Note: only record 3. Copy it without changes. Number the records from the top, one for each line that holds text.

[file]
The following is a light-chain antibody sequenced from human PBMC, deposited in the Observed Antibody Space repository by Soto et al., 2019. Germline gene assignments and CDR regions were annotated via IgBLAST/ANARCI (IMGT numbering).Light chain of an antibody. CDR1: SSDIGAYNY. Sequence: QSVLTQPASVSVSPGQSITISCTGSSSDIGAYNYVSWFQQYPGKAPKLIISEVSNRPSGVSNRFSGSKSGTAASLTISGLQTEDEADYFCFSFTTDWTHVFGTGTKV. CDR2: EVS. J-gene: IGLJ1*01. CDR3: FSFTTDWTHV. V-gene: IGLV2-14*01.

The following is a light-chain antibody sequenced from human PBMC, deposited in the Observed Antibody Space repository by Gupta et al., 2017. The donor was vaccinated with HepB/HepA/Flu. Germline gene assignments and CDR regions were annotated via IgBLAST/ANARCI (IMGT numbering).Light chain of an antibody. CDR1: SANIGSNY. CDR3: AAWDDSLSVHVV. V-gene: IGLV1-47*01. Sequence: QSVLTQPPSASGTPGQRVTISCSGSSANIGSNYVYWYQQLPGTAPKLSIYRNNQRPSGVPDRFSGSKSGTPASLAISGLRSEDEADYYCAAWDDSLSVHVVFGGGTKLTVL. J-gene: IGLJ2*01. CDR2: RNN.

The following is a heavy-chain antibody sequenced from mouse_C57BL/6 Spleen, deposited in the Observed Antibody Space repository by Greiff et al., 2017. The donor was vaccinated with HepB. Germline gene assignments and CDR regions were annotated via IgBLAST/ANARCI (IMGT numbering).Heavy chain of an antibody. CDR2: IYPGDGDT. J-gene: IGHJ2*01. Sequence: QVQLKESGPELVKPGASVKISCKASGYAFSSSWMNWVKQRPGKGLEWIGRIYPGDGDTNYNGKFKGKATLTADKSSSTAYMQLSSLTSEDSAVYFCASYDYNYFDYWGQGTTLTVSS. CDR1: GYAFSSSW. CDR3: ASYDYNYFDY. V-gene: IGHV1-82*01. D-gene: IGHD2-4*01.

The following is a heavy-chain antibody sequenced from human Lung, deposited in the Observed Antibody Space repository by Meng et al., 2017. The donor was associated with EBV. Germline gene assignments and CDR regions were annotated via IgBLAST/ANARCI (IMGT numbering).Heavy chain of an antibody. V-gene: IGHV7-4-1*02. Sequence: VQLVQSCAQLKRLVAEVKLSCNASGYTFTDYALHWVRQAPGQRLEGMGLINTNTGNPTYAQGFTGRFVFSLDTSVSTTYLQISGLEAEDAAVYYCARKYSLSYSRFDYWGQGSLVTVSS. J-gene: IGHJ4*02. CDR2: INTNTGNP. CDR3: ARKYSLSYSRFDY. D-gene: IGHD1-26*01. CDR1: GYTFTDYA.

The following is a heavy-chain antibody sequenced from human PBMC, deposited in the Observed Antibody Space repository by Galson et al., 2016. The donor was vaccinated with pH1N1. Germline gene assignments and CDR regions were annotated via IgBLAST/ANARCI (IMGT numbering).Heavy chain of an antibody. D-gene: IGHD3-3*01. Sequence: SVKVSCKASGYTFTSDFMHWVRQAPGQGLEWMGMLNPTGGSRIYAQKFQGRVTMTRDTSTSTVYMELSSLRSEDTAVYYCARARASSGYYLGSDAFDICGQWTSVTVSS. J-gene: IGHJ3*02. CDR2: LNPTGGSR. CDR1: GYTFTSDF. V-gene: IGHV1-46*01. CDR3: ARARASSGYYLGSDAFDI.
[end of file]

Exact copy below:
The following is a heavy-chain antibody sequenced from mouse_C57BL/6 Spleen, deposited in the Observed Antibody Space repository by Greiff et al., 2017. The donor was vaccinated with HepB. Germline gene assignments and CDR regions were annotated via IgBLAST/ANARCI (IMGT numbering).Heavy chain of an antibody. CDR2: IYPGDGDT. J-gene: IGHJ2*01. Sequence: QVQLKESGPELVKPGASVKISCKASGYAFSSSWMNWVKQRPGKGLEWIGRIYPGDGDTNYNGKFKGKATLTADKSSSTAYMQLSSLTSEDSAVYFCASYDYNYFDYWGQGTTLTVSS. CDR1: GYAFSSSW. CDR3: ASYDYNYFDY. V-gene: IGHV1-82*01. D-gene: IGHD2-4*01.